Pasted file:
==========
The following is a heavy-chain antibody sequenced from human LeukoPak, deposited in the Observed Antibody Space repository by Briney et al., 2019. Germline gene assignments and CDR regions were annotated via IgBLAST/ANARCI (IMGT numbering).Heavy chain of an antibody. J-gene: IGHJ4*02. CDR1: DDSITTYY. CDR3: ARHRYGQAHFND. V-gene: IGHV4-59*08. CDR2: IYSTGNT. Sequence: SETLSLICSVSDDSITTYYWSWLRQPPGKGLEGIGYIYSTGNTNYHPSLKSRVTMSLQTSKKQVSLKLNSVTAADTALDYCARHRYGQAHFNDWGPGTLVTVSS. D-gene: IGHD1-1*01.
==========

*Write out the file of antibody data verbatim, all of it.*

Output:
The following is a heavy-chain antibody sequenced from human LeukoPak, deposited in the Observed Antibody Space repository by Briney et al., 2019. Germline gene assignments and CDR regions were annotated via IgBLAST/ANARCI (IMGT numbering).Heavy chain of an antibody. J-gene: IGHJ4*02. CDR1: DDSITTYY. CDR3: ARHRYGQAHFND. V-gene: IGHV4-59*08. CDR2: IYSTGNT. Sequence: SETLSLICSVSDDSITTYYWSWLRQPPGKGLEGIGYIYSTGNTNYHPSLKSRVTMSLQTSKKQVSLKLNSVTAADTALDYCARHRYGQAHFNDWGPGTLVTVSS. D-gene: IGHD1-1*01.